Die of a Sort of Creeping Common Sense

“Nowadays most people die of a sort of creeping common sense, and discover when it is too late that the only things one never regrets are one’s mistakes.”
― Oscar Wilde, The Picture of Dorian Gray

Sculpture, Tree welded from cable, DCCCD Bill J. Priest Institute for Economic Development, Dallas, Texas

Oblique Strategy: Honor thy error as a hidden intention

After a long day of not getting much done I found myself bereft of ideas. My computer has thousands of text files that I have typed up to remember things, going back twenty years, and I decided to peruse them and see if I could find something useful.

I came across this quote about a Chekhov short story by one of my favorite writers, Tobias Wolff:

There’s a wonderful story of his about a soldier who’s returning from Manchuria, dying on a troop ship, but too ignorant to realize he’s dying. He was a brute, and that comes through, but he also has a very tender side. So he dies, in this state of longing and unredeemed ignorance, and most stories would end there. But Chekhov has the burial at sea, and then he follows the body, the weighted body going down and down and down. And a shark comes up, and nudges it, and swims away. And then he moves the vision back up to the sea and the sky where just at that moment the sun is breaking through the clouds and he talks about the light dancing on the water — and I’m trying to get this right — with a sort of joy for which there is no word in the language of men. So you get this tragic thing, this man dying in complete ignorance, a man with all the goodness in his heart that was never realized, so you have that incredible focus on the individual. And then suddenly he opens it up so we can see where we fit into this and how small it is. It doesn’t diminish your feeling for the character, but it gives you a sense of the finitude of our duration here and our problems. He’s an amazing writer. I love Chekhov. I could go on all day about him.

What an amazing story review. I, too, love Chekhov, but I doubt that the story will be as good as this review.

I don’t know, maybe it’s better. A quick Google search and I found the name of the story is Gusev.

It’s readily available online. Here’s one translation:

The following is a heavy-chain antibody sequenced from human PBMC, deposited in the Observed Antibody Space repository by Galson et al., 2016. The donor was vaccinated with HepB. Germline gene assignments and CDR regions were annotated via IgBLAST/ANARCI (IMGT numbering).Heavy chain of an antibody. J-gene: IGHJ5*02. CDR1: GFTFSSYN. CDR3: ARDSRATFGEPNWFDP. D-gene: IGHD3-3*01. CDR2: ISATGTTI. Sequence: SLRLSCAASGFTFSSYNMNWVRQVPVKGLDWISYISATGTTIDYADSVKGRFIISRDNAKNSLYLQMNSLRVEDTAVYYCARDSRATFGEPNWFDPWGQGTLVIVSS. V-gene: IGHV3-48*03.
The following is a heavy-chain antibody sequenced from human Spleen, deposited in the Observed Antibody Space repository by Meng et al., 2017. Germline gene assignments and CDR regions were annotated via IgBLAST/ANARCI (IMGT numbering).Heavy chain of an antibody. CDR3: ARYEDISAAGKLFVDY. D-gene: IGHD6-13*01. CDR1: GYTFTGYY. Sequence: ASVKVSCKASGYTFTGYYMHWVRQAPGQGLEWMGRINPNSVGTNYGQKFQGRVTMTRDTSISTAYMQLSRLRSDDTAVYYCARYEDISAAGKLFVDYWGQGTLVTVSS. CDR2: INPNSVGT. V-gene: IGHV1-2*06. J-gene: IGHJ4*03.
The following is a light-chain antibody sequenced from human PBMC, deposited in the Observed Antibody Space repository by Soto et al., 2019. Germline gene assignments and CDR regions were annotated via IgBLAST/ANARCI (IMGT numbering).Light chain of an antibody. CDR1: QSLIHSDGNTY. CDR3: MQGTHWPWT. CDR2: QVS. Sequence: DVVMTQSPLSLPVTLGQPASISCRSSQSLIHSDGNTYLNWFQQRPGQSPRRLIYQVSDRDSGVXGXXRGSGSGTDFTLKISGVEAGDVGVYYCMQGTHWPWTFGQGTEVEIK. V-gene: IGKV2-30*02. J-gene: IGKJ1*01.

Gusev by Anton Chekhov, translated by Constance Garnett

I’m going off to read it now – I suggest you do likewise.

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There Is A Way To Be Sane

“I’m simply saying that there is a way to be sane. I’m saying that you can get rid of all this insanity created by the past in you. Just by being a simple witness of your thought processes.

It is simply sitting silently, witnessing the thoughts, passing before you. Just witnessing, not interfering not even judging, because the moment you judge you have lost the pure witness. The moment you say “this is good, this is bad,” you have already jumped onto the thought process.

It takes a little time to create a gap between the witness and the mind. Once the gap is there, you are in for a great surprise, that you are not the mind, that you are the witness, a watcher.

And this process of watching is the very alchemy of real religion. Because as you become more and more deeply rooted in witnessing, thoughts start disappearing. You are, but the mind is utterly empty.

That’s the moment of enlightenment. That is the moment that you become for the first time an unconditioned, sane, really free human being.”
― Osho

Sculptures, Clarence Street Art Collective, The Cedars, Dallas, Texas

Oblique Strategy: Mechanicalize something idiosyncratic

I am fascinated and have been studying the intersection of Self Hypnosis, Meditation, and Mindfulness. They are related, of course, but different. I think there is an especial power when the three come together.

If anyone has any thoughts – think them pure and strong, and maybe I’ll pick up some vibrations.

Or better yet, send me an email or leave a comment.
bill(dot)chance57(at)gmail(dot)com

I Influence It

“The past does not influence me; I influence it.”
― Willem de Kooning

Seated Woman, Willem de Kooning, Nasher Sculpture Center, Dallas, Texas



Oblique Strategy
: Give way to your worst impulse

There is nothing as exhausting as facing your fears – no matter how things turn out. It is so tiring, I’m not sure it’s even worth it.

Faster and Faster Every Day